Johnson didn’t take a position on the jail’s management either way.
“I know there’s always going to be that conversation,” Johnson said. “But as long as it’s my responsibility, I’m going to work really hard to do a good job there and make sure we have the right people” on staff.
Another significant task will be earning back accreditation for the office by the Washington State Association of Sheriffs and Police Chiefs. That accreditation, which reviews an agency’s policies and procedures and its adherence to standards, is considered important as a measure of accountability, can help build public confidence, can reduce risk of litigation and costly settlements and can potentially reduce liability insurance costs. And Johnson called it key to her plans to retain and attract deputies and other employees.
“When you’re out doing the job, you want to be surrounded by competent, well-trained people,” she explained. “So if you don’t have an ability to show that you’re following professional standards, it makes you concerned for your safety.”
WASPC recently was performing a file review regarding the office’s accreditation, and following a site inspection in January there’s a possibility that a decision could come by spring. If not successful in this round, Johnson said it would be a priority to successfully complete the process as soon as possible.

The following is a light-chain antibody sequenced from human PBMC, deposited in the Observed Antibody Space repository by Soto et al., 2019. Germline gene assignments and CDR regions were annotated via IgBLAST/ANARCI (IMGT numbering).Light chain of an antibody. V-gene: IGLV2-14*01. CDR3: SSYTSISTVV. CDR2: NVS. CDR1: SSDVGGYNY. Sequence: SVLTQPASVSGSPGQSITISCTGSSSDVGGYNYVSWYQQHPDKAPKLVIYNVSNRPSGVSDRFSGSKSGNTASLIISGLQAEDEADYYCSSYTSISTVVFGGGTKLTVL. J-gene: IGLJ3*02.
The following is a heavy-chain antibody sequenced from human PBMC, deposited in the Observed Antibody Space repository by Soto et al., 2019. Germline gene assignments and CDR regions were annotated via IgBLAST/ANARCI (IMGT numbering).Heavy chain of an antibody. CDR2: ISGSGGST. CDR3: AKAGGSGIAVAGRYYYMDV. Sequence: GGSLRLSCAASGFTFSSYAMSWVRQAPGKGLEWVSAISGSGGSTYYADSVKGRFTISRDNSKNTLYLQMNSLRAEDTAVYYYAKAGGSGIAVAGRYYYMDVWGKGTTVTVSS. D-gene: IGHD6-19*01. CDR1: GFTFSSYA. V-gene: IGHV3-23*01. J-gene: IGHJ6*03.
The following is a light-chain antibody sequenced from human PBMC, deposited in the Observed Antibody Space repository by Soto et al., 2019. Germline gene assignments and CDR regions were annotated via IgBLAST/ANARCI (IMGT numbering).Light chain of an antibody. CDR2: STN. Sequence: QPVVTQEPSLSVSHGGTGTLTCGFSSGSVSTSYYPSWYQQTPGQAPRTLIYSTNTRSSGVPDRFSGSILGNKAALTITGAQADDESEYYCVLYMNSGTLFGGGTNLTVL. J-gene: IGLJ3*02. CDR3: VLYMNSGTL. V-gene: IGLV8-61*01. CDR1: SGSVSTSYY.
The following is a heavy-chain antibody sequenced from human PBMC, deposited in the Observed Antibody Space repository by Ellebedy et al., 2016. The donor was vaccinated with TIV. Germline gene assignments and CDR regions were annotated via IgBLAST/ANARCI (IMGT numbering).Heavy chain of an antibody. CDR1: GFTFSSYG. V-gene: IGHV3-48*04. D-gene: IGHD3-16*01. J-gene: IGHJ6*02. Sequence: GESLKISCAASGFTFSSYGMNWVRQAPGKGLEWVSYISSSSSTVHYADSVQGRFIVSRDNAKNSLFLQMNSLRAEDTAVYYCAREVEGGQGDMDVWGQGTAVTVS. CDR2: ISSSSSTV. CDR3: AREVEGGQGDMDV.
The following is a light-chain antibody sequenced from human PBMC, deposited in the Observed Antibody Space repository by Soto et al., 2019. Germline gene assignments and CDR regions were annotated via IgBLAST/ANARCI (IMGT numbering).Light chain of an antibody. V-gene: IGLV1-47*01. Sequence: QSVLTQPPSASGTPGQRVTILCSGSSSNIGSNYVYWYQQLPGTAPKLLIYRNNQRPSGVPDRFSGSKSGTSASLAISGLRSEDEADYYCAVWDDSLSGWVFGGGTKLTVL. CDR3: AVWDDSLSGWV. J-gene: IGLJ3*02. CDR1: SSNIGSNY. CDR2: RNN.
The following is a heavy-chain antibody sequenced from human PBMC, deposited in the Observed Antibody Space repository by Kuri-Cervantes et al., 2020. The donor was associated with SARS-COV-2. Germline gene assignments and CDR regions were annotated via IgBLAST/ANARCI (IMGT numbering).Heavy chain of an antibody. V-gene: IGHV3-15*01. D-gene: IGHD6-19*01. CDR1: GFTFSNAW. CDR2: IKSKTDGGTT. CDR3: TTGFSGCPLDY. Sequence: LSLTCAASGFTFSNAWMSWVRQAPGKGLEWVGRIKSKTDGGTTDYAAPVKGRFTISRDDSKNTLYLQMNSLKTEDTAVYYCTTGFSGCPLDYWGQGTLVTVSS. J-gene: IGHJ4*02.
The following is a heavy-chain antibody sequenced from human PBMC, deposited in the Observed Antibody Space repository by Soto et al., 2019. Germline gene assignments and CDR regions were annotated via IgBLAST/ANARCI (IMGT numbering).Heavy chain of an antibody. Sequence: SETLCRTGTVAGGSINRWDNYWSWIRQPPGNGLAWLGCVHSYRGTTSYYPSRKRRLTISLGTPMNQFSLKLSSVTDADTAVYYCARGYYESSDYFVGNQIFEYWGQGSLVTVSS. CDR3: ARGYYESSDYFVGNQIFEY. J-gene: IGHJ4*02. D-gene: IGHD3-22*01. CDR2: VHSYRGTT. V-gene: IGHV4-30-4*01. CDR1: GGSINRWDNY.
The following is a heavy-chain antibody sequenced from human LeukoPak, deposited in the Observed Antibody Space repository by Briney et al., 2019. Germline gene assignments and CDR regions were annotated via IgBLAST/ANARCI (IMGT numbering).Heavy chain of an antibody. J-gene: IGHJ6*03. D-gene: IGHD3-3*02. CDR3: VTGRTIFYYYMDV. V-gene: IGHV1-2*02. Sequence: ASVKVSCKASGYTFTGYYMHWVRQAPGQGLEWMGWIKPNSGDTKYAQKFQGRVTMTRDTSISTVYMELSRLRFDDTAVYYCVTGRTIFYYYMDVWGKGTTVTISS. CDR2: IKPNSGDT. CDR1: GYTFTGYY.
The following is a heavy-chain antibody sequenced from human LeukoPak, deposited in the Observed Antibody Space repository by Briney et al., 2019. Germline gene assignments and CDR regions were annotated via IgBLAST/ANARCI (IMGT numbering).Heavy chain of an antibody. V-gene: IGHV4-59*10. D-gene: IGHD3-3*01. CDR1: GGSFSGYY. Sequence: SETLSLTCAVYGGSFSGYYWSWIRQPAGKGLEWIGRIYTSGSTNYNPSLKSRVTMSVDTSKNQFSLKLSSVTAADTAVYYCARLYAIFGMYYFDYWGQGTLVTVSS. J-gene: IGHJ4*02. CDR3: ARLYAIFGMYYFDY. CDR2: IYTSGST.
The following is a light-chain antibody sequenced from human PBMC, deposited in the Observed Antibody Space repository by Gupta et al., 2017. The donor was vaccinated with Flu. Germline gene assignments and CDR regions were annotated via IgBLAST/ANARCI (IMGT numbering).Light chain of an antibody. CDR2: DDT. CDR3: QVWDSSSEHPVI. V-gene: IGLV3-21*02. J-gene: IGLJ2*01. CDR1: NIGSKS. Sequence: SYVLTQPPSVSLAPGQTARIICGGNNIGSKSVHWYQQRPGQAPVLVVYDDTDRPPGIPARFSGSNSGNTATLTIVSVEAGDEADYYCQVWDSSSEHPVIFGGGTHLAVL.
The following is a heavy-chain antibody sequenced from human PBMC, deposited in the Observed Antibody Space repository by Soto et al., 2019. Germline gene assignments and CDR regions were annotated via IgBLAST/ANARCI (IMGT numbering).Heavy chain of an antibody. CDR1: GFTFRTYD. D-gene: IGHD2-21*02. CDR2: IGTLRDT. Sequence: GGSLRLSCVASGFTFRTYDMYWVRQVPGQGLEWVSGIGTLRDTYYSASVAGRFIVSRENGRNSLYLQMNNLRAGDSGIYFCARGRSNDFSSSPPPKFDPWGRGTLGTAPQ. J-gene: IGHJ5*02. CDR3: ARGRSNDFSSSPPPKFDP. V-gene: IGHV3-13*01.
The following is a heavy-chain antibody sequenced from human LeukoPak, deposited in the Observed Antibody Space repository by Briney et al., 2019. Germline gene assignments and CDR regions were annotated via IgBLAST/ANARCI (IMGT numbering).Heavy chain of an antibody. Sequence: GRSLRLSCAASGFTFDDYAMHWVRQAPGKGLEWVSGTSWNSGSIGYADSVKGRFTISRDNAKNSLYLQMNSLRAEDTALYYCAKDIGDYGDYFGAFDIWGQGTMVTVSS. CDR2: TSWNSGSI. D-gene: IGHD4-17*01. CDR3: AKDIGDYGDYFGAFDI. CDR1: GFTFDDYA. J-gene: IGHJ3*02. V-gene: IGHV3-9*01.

Recording and compiling data and statistics, then using that to direct resources and efforts also will get attention, she said. Fortney established an online crime data dashboard and the county prosecutor’s office also is setting up a similar effort. Johnson said she’s looking at a similar program in use by King County Sheriff’s Office and Kirkland Police Department. She also plans to resume a past practice in issuing an annual report, a practice that Fortney ended in 2020.
More broadly, however, Johnson sees a need to work on the relationship between law enforcement and the public it serves. That’s not a challenge for Snohomish County alone, but a shift seen nationally in recent years, she said, following the murder of George Floyd by Minneapolis police and other use-of-force complaints and deaths and the protests and law enforcement reforms that followed. That has resulted in a “we vs. they split,” she said, making law enforcement’s job more difficult.
“That has created this sort of unnecessary divide between us in our community and us and people in Olympia or council members or representatives or senators,” she said. “My conversation with my peers is we need to look at the profession to see how we got where we’re at.”
She intends that effort to emphasize community outreach to reinforce connections with the public and instill confidence in the department’s work.
“Those agencies that are back to embracing community outreach, not only does it build up morale for those who serve and want to come to work again, but that does build that public trust,” she said. “There is a nexus between those relationships and a reduction in crime.”
In an interview prior to the editorial board’s endorsement of her candidacy, Johnson told the board: “We’re not at war with our community, and we shouldn’t be at war with the media, and we shouldn’t be at war with those folks who want to hold us accountable and look over our shoulder.”
Johnson, with more than 30 years of experience to guide her, recognizes the challenges and opportunities ahead of her in the next four years.
With mutual interests, her department’s employees and the public can join her in that outreach.